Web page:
Eating Low FODMAP Foods Can Soothe Your IBS — Here’s What You Need To Know

I have always had issues with Irritable Bowel Syndrome, better known as IBS. Let’s go back to 2015 when I was suffering from major abdominal pain, cramping and bloating, and not being able to have a bowel movement for a week. 

I finally was told I needed to go to a Gastroenterologist and the technician took an x-ray of my stomach and said the words “wow, you are full of shit.” There was no explanation as to why my body was doing this and it was giving me a total mind f*ck. The doctor prescribed me medication to help; however, it really didn’t help at all. 

It wasn’t until one of my friends told me about the FODMAP diet that I finally found some relief. FODMAP stands for:  “fermentable oligosaccharides, disaccharides, monosaccharides, and polyols, are short-chain carbohydrates that are poorly absorbed in the small intestine and are prone to absorb water and ferment in the colon.”  Basically, certain foods have levels of sugars that our bodies cannot break down as easily and this is when issues arise. 

I was confused as I had never heard about this before and I was shocked my doctor never brought it up as a solution to my issues. I had nothing to lose, so I looked it up and learned many things I was eating were on the high “avoid” list so I switched up my grocery list and replaced everything I was eating with low items.

From that moment, my life changed. Following this list, eating the right foods, and staying away from others actually helped with my IBS. I didn’t have abdominal pain, no more bloating/cramping — and finally, I was going to the bathroom in a healthy manner, no more being full of shit.

Here is what the FODMAP diet is and why you might be interested in it!


What are FODMAPs?

This diet actually has a reason for the name! ‘Fodmap’ is actually an acronym for:

  • Fermentable (carbs that are fermented by the bacteria instead of being broken down by our bodies)

  • Oligosaccharides (the short-chain carbs — wheat, rye, and legumes)

  • Disaccharides (pairs of sugar molecules — usually lactose is the most common)

  • Monosaccharide (single-sugar molecules — cane sugar and honey)

  • Polyols (sugar alcohol — especially found in sugar-free food)

Does that explain everything? Well, not exactly, but basically, they’re different carbohydrates usually found in foods like onions, garlic, mushrooms, apples, lentils, rye, and milk. These foods will usually cause diarrhea or constipation, especially for people suffering from IBS.

The Diet Plan

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With this diet, people usually eliminate foods with high FODMAPs for six to eight weeks. After those weeks, FODMAP foods can be slowly introduced back into your system. This is not a diet that should be maintained for a long period of time, just enough that your body can go back to stimulating the growth of beneficial bacteria for your gut. See the time you’re on this diet as a time to heal — you may only need to follow it once in a while to get your gut health back on track!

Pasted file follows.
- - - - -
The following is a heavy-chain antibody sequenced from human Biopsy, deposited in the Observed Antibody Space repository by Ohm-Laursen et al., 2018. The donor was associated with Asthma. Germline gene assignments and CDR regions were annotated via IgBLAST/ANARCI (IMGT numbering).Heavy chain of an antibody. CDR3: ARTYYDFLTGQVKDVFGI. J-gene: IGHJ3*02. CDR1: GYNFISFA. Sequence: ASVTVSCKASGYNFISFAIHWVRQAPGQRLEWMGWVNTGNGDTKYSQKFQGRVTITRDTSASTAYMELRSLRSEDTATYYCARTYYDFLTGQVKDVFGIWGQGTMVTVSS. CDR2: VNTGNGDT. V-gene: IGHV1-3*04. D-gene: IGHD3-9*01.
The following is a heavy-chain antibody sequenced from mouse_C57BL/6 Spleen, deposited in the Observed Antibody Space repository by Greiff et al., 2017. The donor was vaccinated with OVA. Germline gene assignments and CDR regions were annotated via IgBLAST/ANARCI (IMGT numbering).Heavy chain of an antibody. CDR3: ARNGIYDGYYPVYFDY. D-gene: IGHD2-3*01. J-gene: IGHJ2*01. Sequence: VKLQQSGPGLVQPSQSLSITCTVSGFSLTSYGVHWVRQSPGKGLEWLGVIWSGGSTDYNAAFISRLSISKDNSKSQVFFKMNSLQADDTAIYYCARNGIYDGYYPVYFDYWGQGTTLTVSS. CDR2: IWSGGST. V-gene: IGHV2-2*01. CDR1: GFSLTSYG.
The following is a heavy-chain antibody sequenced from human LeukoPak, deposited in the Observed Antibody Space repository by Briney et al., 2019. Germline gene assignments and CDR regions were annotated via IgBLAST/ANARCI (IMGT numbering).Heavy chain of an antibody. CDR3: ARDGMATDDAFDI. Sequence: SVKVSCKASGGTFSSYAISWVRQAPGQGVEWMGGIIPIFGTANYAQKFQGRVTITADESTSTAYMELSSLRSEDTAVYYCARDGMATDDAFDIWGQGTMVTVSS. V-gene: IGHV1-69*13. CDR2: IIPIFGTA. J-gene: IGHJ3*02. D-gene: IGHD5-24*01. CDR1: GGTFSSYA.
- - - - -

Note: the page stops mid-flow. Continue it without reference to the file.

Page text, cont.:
Why should I do this diet?

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If you don’t have IBS, that doesn’t mean you shouldn’t look into this diet. While it is most common for people with IBS to be aggravated by these foods, people with other gastrointestinal issues also could benefit from this food plan. Other autoimmune diseases that may be helped by this diet are rheumatoid arthritis, multiple sclerosis, eczema, fibromyalgia, and migraines.

Some symptoms to look for that may be caused by eating high FODMAPs are: gas, pain, bloating, abdominal distention, abdominal pain, diarrhea, and a feeling of fullness after you have eaten only a small amount of food. 

As always, make sure to check with your doctor before switching up your diet plan!

Low FODMAP foods to eat

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Vegetables: Sprouts, bell peppers, carrots, green beans, bok choy, cucumber, lettuce, tomato, zucchini, bamboo shoots, eggplant, ginger, chives, olives, and potatoes.

Fruits: Oranges, grapes, honeydew melon, cantaloupe, bananas, blueberries, grapefruit, kiwi, lemon, lime, and strawberries.

Meat: Beef, pork, chicken, fish, and eggs.

Grains: Rice, oats, quinoa, cornflour, sourdough, and gluten-free bread and pasta.

Non-dairy milk: Almond milk, rice milk, and coconut milk.

Drinks: tea, coffee, fruit juice not from concentrate, and water.

Nuts: Almonds, macadamia, peanuts, walnuts, and pumpkin seeds.

High FODMAP foods to avoid

Vegetables: onions, garlic, cabbage, broccoli, cauliflower, snow peas, asparagus, artichokes, celery, sweet corn, brussels sprouts, and mushrooms. 

Fruits: peaches, apricots, nectarines, plums, prunes, mangoes, apples, pears, watermelon, cherries, and blackberries.

Wheat and rye: Bread, cereals, pasta, crackers, and pizza.

Dairy products: milk, soft cheese, yogurt, and ice cream.

Sweeteners: High fructose corn syrup, honey, and agave nectar.

Drinks: Alcohol, sports drinks, and coconut water.

So what now?

Know that the foods listed above are not classified as ‘good’ or ‘bad’ foods. Every food, unless it is highly processed and not at all natural, benefits you. This diet is not to make you fear foods or label certain food groups as unhealthy. Understand that it’s hard to completely eradicate a certain food group out of your diet, so have grace for yourself if you can’t completely go low FODMAP!

Also, understand that this is not a casual diet to partake in. People who do this diet usually are prescribed it by their dietitian or doctorAlways consult with your doctor before starting a new eating plan!


Have you tried a low FODMAP diet or are looking to start one? Comment below!

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